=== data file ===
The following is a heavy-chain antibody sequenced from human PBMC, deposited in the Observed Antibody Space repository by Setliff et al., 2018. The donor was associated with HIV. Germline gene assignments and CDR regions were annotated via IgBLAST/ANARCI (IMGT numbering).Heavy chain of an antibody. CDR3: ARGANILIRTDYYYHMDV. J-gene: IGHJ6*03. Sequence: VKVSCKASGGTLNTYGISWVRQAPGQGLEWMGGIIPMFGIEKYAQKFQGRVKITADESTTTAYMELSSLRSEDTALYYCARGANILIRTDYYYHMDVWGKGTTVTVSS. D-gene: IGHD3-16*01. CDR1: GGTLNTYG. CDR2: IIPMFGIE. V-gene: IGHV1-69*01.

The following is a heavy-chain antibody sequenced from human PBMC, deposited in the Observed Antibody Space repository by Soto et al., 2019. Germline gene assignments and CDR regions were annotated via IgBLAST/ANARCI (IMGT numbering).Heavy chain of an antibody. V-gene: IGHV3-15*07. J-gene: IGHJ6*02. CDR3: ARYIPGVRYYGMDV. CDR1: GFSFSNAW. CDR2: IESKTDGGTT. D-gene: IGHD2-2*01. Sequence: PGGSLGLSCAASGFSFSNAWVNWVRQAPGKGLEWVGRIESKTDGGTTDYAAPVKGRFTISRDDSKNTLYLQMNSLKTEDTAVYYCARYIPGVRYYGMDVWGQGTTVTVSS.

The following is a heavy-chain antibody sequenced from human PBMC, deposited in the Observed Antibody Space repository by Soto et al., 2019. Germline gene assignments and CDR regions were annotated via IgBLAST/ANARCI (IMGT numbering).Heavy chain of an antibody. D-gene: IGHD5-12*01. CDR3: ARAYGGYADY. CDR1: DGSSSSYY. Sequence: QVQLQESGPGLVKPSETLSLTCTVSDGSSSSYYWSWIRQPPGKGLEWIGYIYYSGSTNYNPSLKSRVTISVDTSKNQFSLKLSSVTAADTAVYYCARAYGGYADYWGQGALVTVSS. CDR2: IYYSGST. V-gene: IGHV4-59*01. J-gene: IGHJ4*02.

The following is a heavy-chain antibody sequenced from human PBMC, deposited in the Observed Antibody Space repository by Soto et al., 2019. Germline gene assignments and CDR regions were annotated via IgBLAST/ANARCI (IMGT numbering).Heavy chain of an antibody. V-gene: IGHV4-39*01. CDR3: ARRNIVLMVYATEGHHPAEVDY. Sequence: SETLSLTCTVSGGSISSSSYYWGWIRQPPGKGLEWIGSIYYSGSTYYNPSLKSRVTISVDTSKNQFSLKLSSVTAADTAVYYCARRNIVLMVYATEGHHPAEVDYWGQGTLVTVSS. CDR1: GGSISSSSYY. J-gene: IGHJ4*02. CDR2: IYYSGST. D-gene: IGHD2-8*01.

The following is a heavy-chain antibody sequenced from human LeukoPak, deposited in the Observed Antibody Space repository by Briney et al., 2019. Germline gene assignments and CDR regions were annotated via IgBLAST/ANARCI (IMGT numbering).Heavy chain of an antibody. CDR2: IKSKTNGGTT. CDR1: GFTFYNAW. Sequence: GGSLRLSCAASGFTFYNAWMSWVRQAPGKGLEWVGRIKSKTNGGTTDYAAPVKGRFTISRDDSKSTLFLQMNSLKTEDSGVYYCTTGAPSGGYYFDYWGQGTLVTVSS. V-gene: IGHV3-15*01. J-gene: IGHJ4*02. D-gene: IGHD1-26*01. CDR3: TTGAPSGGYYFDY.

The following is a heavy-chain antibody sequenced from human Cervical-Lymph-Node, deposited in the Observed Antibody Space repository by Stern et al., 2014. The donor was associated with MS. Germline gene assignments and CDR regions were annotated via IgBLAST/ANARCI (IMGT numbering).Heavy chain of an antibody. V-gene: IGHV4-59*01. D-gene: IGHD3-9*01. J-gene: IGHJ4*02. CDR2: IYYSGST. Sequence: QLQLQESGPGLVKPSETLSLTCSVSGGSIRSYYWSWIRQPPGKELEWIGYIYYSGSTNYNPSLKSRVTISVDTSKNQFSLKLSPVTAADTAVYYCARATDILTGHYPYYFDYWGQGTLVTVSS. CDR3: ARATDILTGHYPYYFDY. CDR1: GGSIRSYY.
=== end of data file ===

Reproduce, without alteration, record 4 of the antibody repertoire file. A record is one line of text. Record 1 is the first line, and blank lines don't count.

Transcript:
The following is a heavy-chain antibody sequenced from human PBMC, deposited in the Observed Antibody Space repository by Soto et al., 2019. Germline gene assignments and CDR regions were annotated via IgBLAST/ANARCI (IMGT numbering).Heavy chain of an antibody. V-gene: IGHV4-39*01. CDR3: ARRNIVLMVYATEGHHPAEVDY. Sequence: SETLSLTCTVSGGSISSSSYYWGWIRQPPGKGLEWIGSIYYSGSTYYNPSLKSRVTISVDTSKNQFSLKLSSVTAADTAVYYCARRNIVLMVYATEGHHPAEVDYWGQGTLVTVSS. CDR1: GGSISSSSYY. J-gene: IGHJ4*02. CDR2: IYYSGST. D-gene: IGHD2-8*01.